Infidelity tests a young couple’s relationship in Crystal Skillman’s insightful, if overburdened, new play.
By Zac Thompson|
The Chicago beach where Crystal Skillman’s new play takes place sees more action than some bedrooms do. It’s the characters’ preferred spot for both gay and straight hookups—some of which involve full-frontal nudity in broad daylight. The first liaison we see causes all the trouble. Peter (Evan Linder) is in a four-year relationship with his live-in boyfriend Bobby (Michael Manocchio), but then one boozy night Peter has sex with someone else—a woman. He soon comes clean about his indiscretion, and the rest of the play deals with how Peter and Bobby confront this test. The problem isn’t really that Peter cheated with a woman but that he cheated, period.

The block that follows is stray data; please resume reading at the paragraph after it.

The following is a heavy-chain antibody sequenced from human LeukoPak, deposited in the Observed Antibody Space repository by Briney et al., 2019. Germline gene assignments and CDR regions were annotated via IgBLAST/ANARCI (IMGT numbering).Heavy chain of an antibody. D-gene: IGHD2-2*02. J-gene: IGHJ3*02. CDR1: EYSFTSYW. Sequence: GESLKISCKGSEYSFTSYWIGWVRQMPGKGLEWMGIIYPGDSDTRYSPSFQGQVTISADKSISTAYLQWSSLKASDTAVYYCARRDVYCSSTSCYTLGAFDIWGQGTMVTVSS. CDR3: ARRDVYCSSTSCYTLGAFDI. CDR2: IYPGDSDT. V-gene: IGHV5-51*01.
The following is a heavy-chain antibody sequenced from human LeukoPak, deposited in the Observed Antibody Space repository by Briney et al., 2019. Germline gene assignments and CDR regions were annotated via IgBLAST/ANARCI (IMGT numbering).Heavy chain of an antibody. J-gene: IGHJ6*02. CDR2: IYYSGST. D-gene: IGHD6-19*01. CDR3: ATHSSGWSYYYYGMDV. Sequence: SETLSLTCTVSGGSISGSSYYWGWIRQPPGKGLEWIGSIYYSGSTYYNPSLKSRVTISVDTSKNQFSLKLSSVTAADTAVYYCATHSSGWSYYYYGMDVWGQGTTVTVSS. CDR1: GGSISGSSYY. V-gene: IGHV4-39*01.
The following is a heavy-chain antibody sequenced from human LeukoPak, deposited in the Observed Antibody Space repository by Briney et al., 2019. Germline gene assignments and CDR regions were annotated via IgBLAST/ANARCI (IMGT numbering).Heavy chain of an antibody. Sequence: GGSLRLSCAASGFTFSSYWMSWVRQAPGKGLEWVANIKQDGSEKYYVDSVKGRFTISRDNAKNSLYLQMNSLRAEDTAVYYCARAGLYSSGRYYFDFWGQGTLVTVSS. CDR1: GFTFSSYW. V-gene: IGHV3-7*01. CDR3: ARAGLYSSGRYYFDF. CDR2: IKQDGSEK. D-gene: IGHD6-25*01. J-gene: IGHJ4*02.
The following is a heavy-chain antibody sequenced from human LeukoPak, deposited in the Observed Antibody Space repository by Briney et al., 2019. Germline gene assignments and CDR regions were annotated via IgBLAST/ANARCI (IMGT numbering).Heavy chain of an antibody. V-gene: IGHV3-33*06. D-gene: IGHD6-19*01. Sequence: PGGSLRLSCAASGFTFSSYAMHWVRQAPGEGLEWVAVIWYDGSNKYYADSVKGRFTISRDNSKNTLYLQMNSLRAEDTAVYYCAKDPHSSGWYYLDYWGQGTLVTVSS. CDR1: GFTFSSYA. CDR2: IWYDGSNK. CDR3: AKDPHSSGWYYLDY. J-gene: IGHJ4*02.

The Brooklyn-based Skillman writes with insight about the central pair, but she dilutes the play’s impact with too many secondary themes and subplots. During the crisis, both men start seeing someone new, and the playwright feels obliged to dig deep into these doomed affairs as well. Then there are Peter’s dying father, the upcoming wedding of Bobby’s stepbrother, and the office politics at the investment banking firm where Peter and Bobby work and no one knows they’re a couple. Despite having bitten off more than they can chew, Skillman and director Evan Caccioppoli get two things exactly right: (1) the special ring of hell that is living with someone you’ve broken up with and (2) the fact that long-term love is more than anything an act of determination.